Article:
Sometimes, though, different observers disagree on the distance a light beam has traveled, depending on how they’re moving through space. This means that to get the same speed those observers must disagree about the time the light beam travels the given distance.
You can picture this for yourself by understanding the thought experiment depicted in this figure. Imagine that you’re on a spaceship and holding a laser so it shoots a beam of light directly up, striking a mirror you’ve placed on the ceiling. The light beam then comes back down and strikes a detector.
However, the spaceship is traveling at a constant speed of half the speed of light (0.5c, as physicists would write it). According to Einstein, this makes no difference to you — you can’t even tell that you’re moving. However, if astronaut Amber were spying on you, as in the bottom of the figure, it would be a different story.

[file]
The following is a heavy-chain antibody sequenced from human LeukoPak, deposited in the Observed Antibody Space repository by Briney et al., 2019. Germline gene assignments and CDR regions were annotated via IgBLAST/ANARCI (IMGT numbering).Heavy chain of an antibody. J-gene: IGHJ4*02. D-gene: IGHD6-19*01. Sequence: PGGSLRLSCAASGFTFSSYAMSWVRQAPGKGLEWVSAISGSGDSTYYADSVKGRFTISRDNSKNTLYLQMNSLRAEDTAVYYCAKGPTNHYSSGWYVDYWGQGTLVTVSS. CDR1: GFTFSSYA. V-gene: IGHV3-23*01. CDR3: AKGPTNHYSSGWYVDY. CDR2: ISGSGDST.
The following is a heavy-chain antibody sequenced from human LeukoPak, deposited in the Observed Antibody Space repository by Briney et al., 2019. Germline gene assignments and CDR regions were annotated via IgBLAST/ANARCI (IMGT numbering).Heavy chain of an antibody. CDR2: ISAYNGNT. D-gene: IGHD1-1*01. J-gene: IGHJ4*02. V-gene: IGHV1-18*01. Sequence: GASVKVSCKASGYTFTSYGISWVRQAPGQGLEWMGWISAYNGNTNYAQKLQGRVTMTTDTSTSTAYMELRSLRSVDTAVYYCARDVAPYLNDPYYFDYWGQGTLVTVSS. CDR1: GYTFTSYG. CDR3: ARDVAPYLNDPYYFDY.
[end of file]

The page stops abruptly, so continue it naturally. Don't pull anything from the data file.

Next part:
Amber would see your beam of light travel upward along a diagonal path, strike the mirror, and then travel downward along a diagonal path before striking the detector. In other words, you and Amber would see different paths for the light and, more importantly, those paths aren’t even the same length.
This means that the time the beam takes to go from the laser to the mirror to the detector must also be different for you and Amber so that you both agree on the speed of light.
This phenomenon is known as time dilation, where the time on a ship moving very quickly appears to pass slower than on Earth. In some ways this aspect of relativity can be used to allow time travel. In fact, it allows the only form of time travel that scientists know for sure is physically possible.